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Loads and constraints must be applied after the analysis type is selected, the basic parameters like materials have been set, and the part is meshed.

The accuracy of the loads and constraints in an FEA model has a huge impact on the accuracy of the simulation results.

## Loads

Loads are fairly simple to understand. They are the applied forces that will occur during the use of the product. To accurately understand potential failure modes, these should be set as the largest expected loads that the product could see during its lifetime, rather than the average loads.

#### Loads applied to a part in FEA

To get accurate results, you need to ensure that the loads you apply acting on the most appropriate surfaces, or sections of a surface. Properly assigning loads and is obviously a very important part of simulation. Considerations such as the surface, or section of a surface, on which a force is acting can greatly affect the final outcome.

## Constraints

While loads act to set a part or assembly in motion, constraints limit this motion (translation, rotation, or both). In statics, this is known as limiting the degrees of freedom.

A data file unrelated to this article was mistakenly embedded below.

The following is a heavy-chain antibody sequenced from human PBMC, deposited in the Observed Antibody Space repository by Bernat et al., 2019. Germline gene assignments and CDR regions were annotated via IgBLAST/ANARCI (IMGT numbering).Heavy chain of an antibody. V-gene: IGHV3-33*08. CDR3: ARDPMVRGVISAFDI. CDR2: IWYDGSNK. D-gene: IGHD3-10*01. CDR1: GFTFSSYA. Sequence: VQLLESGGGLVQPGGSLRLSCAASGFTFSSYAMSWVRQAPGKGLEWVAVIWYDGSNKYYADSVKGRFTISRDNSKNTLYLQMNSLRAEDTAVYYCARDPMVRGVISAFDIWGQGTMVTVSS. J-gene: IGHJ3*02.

Time and effort should be taken to ensure that a part is constrained in the program as it would be in real life. Constraints are applied at either a point or a surface and must be considered carefully. It is often easiest to simply say that some face will remain fixed, but this will often give unrealistic results if the real world constraint method differs.

#### Constraint applied to a part, in the FEA tree

The user must use good engineering judgment to properly apply loads and boundary conditions to get accurate results from the software. Over or under-constraining the model can provide essentially useless information. However, using the correct number of constraints but in the wrong places or combinations can be just as bad. An excellent example of the effect of misapplying constraints in FEA can be found in this article by Chris Hall at Value Design Consulting.